Season Finale: Results from Winter Salt Watch

Emily Bialowas, IWLA Chesapeake Monitoring Outreach Coordinator
Salt truck image. Credit: iStock.

With the arrival of spring, the Izaak Walton League is wrapping up its first full season of Winter Salt Watch. This program, part of the League's flagship Save Our Streams initiative, engages volunteers across the country to monitor chloride levels in their local streams. It is known that salt used on roads to improve traction and safety in the winter often leaches into streams, where the chloride from the salt is harmful to aquatic life adapted to freshwater environments. What is not known is how severe and how widespread the problem is.

Citizen scientists are now helping to answer that question. This winter, the League distributed almost 500 test kits to volunteers nationwide. 340 completed tests were returned, documenting salt levels in streams from 17 states and 39 watersheds.

Of those watersheds, 31 always tested at normal, safe chloride levels. High levels of chloride were found in the other 8 watersheds, which drain metropolitan areas.

Repeated testing of the same streams – before winter storms, after road salt application, when snow begins to melt, and after a spring rain – helped to establish a pattern. Rather than showing occasional spikes in chloride levels, these watersheds had consistently high levels of salt: 25% of test results from these watersheds were above the maximum level of salt considered tolerable for freshwater organisms, and an additional 31% were noticeably higher than normal levels of salt found in freshwater. Of the watersheds that tested high in chloride, the Lower Delaware and the Schuylkill in the Philadelphia metro area, the Middle Potomac-Anacostia in the Washington D.C. metro area, and the Clinton in the Detroit area showed abnormally high salt levels on more than half of their results.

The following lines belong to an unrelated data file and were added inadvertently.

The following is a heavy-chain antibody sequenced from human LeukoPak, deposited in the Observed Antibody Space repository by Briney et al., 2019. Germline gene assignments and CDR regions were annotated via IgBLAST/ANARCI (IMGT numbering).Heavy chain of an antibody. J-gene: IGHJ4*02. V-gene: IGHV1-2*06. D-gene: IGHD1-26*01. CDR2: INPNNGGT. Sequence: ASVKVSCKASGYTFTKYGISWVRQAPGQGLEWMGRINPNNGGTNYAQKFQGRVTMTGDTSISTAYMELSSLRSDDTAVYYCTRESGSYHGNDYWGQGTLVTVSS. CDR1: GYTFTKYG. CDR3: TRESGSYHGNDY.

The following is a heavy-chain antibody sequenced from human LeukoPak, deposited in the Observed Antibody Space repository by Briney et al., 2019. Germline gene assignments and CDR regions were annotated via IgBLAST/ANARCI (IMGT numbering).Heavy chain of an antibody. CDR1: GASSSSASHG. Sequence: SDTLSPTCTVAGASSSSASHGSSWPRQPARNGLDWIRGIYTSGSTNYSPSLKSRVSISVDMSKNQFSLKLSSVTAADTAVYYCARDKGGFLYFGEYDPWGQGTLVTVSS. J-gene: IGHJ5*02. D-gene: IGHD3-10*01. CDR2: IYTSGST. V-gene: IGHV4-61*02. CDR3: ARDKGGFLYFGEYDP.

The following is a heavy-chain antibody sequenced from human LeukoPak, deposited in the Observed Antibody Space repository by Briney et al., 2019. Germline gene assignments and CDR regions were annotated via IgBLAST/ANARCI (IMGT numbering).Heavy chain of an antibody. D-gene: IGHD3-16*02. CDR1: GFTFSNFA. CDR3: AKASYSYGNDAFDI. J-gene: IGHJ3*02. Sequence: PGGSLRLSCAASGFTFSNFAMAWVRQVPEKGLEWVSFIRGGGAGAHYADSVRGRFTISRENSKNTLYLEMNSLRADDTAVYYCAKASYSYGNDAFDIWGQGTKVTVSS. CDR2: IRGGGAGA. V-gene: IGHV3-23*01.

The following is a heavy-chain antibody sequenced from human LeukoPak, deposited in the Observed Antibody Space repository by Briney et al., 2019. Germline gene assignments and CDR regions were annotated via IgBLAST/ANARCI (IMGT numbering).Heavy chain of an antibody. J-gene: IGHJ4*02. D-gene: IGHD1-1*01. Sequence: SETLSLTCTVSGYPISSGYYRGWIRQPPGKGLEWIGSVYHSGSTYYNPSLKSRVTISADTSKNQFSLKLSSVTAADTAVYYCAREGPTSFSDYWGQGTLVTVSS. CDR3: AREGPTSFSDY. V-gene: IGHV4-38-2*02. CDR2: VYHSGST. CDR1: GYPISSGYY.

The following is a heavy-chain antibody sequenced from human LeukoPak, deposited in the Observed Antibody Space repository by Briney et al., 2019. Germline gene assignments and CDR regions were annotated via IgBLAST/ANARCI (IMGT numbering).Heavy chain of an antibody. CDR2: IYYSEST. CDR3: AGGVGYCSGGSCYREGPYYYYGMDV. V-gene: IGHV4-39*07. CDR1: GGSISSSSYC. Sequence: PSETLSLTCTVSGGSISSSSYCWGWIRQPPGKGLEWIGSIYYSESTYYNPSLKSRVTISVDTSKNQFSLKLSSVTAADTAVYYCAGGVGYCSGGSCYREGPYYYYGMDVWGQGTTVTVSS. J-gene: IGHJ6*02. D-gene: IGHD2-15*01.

The citizen scientists who collected this important data are already working to raise awareness in their communities about the impacts of road salts on stream health, and to advocate for smarter application of road salt by sharing their findings with local and state agencies.

Road salt is an emerging water quality issue that researchers and government agencies around the country are trying to understand and solve. The members and volunteers of the Izaak Walton League are collecting the data that will be used to implement new and better practices.

Road salt in the summer? Yes! Summer rainstorms can wash last season's salt out of the ground and into streams, and new research shows that salt is even more harmful to stream life when the water is warm. Learn more about how you can protect your stream year-round.